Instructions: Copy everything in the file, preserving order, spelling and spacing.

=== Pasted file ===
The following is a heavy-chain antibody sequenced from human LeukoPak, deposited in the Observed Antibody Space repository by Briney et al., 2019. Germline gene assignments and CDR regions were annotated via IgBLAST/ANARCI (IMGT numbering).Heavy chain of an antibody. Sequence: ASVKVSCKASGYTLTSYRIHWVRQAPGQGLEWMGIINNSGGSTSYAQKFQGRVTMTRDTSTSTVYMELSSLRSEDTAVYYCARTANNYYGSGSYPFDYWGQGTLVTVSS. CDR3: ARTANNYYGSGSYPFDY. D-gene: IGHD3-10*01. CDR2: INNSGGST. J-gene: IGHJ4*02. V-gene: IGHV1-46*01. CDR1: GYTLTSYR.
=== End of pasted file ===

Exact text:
The following is a heavy-chain antibody sequenced from human LeukoPak, deposited in the Observed Antibody Space repository by Briney et al., 2019. Germline gene assignments and CDR regions were annotated via IgBLAST/ANARCI (IMGT numbering).Heavy chain of an antibody. Sequence: ASVKVSCKASGYTLTSYRIHWVRQAPGQGLEWMGIINNSGGSTSYAQKFQGRVTMTRDTSTSTVYMELSSLRSEDTAVYYCARTANNYYGSGSYPFDYWGQGTLVTVSS. CDR3: ARTANNYYGSGSYPFDY. D-gene: IGHD3-10*01. CDR2: INNSGGST. J-gene: IGHJ4*02. V-gene: IGHV1-46*01. CDR1: GYTLTSYR.